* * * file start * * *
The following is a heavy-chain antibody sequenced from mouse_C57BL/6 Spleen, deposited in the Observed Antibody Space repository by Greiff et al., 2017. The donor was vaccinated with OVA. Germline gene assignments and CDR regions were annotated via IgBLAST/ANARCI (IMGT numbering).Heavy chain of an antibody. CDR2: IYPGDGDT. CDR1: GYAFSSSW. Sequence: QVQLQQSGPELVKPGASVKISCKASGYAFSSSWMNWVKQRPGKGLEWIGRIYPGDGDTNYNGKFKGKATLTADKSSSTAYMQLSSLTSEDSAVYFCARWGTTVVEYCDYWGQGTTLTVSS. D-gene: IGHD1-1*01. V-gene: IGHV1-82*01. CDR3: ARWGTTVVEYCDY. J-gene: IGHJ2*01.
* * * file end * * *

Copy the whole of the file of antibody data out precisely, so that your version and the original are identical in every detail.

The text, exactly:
The following is a heavy-chain antibody sequenced from mouse_C57BL/6 Spleen, deposited in the Observed Antibody Space repository by Greiff et al., 2017. The donor was vaccinated with OVA. Germline gene assignments and CDR regions were annotated via IgBLAST/ANARCI (IMGT numbering).Heavy chain of an antibody. CDR2: IYPGDGDT. CDR1: GYAFSSSW. Sequence: QVQLQQSGPELVKPGASVKISCKASGYAFSSSWMNWVKQRPGKGLEWIGRIYPGDGDTNYNGKFKGKATLTADKSSSTAYMQLSSLTSEDSAVYFCARWGTTVVEYCDYWGQGTTLTVSS. D-gene: IGHD1-1*01. V-gene: IGHV1-82*01. CDR3: ARWGTTVVEYCDY. J-gene: IGHJ2*01.